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Who 'Wants Some'? Not Everybody

Boys and girls go wild in a 1980 campus comedy

(Video) Everybody Wants Some!! Movie Trailer: Richard Linklater's depiction of college life in the 1980s is the spiritual companion piece to his version of 1970s high school life in Dazed and Confused.   

Rating: R

Run time: 1 hour 56 minutes

Stars: Zoey Deutch, Blake Jenner

Director: Richard Linklater

En español | Those who look back on college as the best years of their life will inhale the vibe and ethos of Everybody Wants Some!! like Brazilian from a bong.

For the rest of us, by contrast, writer-director Richard Linklater's shaggy-dog tale of kids showing up for the first week of university classes in August 1980 can be as tedious as standing in line at the registrar's office.

Linklater is cinema's Rumpelstiltskin, spinning solid-gold masterpieces from screenplays that seemingly amount to little more than people walking around talking. But in Linklater classics such as Before Sunrise and its two sequels, the central characters — memorably played by Ethan Hawke and Julie Delpy — had already experienced real life. Indeed, as the decades wore on and those characters became more world-weary, the films only became richer.

As in its spiritual companion piece, Linklater's 1993 high-school comedy Dazed and Confused, there is no actual storyline in Everybody Wants Some!! Instead we find ourselves in the exclusive and highly irksome company of kids who know nothing but think they know it all. Yes, that defines every one of us at that age, but it also explains why our parents were so elated to pack us off to college.

Jake (Glee alum Blake Jenner) is an arriving freshman at fictional Southeast Texas University, a full-ride scholarship pitcher for the baseball team. Attesting to the school's sterling academic standards, Jake is plunked down in the "baseball house," an unsupervised, off-campus residence whose testosterone-saturated denizens bong, battle and boink their young lives away while spinning records by Pat Benatar and the Knack. The first hour or so of Everybody Wants Some!! is spent wandering the house and nearby neighborhoods watching these guys smack each other around, bed pliant young women and discuss the merits of their male parts even more emphatically than do our current presidential candidates.


Everybody Wants Some

Paramount/Courtesy Everett Collection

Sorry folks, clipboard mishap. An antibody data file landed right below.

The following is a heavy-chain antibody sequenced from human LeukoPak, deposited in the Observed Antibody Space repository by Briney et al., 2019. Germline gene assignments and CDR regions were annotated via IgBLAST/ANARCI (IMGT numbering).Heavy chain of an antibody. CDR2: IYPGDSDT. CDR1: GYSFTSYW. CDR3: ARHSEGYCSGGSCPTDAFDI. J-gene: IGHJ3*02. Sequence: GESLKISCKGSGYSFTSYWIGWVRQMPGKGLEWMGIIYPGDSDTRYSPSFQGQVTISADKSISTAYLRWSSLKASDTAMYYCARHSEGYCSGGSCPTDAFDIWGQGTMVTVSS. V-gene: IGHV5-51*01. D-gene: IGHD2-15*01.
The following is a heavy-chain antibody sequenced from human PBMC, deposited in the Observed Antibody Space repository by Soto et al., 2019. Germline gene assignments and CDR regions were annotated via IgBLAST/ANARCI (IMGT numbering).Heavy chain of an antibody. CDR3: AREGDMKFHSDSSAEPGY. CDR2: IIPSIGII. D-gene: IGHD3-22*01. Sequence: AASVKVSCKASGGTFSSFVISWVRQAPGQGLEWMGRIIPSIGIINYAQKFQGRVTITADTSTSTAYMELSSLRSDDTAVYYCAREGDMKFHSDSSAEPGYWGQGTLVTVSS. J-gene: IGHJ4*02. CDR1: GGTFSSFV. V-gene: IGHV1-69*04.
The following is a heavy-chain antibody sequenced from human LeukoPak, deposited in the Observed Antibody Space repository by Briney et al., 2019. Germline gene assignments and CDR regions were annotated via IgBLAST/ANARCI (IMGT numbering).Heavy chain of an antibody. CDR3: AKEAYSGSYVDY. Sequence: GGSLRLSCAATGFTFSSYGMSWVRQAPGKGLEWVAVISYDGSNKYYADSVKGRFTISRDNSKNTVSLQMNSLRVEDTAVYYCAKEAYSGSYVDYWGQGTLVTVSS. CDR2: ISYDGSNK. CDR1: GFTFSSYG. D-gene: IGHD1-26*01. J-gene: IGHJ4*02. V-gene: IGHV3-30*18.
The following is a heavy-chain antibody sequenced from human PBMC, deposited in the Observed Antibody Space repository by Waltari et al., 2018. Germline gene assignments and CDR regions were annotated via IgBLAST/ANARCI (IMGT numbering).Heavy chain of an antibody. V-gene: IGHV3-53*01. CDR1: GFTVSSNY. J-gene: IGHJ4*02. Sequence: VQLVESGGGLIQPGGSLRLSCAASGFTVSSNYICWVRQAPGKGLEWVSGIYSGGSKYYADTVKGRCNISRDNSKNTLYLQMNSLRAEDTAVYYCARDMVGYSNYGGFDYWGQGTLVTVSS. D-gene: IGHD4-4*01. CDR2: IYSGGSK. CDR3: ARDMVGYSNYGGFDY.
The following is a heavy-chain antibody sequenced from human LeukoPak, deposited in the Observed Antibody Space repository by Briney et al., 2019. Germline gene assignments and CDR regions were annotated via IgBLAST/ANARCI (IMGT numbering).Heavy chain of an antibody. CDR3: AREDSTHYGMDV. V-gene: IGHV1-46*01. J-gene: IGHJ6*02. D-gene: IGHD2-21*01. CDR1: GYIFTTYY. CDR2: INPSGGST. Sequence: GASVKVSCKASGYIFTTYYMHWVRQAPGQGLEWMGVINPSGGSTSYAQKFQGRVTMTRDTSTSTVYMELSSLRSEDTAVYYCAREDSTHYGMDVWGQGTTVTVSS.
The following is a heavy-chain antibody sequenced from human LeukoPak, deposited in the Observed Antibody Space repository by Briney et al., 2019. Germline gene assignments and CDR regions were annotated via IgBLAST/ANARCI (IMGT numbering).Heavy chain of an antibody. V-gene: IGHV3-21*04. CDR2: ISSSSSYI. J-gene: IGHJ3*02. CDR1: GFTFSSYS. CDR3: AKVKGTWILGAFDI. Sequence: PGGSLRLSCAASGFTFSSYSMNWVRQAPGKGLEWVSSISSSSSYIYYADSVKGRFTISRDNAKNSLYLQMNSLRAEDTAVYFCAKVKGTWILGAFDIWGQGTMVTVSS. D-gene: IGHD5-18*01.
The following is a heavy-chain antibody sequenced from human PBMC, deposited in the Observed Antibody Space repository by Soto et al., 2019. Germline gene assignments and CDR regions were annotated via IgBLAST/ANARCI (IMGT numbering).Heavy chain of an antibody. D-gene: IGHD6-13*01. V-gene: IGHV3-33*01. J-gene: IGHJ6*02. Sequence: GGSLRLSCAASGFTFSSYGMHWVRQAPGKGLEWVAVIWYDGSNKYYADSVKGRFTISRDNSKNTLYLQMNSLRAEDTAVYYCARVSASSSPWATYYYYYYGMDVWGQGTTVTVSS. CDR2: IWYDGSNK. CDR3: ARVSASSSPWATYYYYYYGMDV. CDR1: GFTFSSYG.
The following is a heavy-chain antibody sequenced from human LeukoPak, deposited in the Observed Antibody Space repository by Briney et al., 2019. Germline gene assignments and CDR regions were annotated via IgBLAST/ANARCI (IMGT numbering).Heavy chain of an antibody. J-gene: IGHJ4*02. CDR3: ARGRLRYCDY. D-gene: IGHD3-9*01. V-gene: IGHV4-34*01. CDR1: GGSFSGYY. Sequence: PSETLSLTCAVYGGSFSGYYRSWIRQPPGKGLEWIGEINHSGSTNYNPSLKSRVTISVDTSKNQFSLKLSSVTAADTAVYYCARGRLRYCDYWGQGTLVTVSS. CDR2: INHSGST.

Richard Linklater's new tale of kids showing up for the first week of university classes in August 1980

Occasionally, but not often, they also talk about baseball. And, shortly before the film ends, they actually play some. (Sitting there in the dark, I realized why my sole foray into collegiate athletics was the Frisbee team.)

Eventually Jake meets up with a comely liberal arts student (Zoey Deutch), who invites him to a party being thrown by her theater crowd, a group nearly as unnerving as the sports jocks. The gathering is a cross between Fellini and Baz Luhrmann: A gowned young woman stands on the porch roof casting glitter into the air. Students wander the candlelit grounds dressed as characters from Alice in Wonderland. Inside, cross-legged kids pay rapt attention to an impromptu (and dreadful) stage production.

Thus Everybody Wants Some!! reminds you of something Linklater never intended: Aside from your own like-minded friends, could you really stand anybody in college? And if not, why spend nearly two hours in the company of these proto-humans, with no plot in sight?


As a period piece, Everybody Wants Some!! is a glorious time capsule of 1980, right down to the peach-fuzz mustaches and vintage hair dryers. The soundtrack album (also available on cassette tape — yesss!) rewards your attention with classic songs from Blondie, Devo and seminal rap group the Sugarhill Gang.

The music is authentic, but to steal an SAT analogy, the characters are to real students as the chorus line in South Pacific was to real sailors: caricatures created to tell us things we already know about the virtues and deficits of callow youth.

Bill Newcott is a writer, editor and movie critic for AARP Media.

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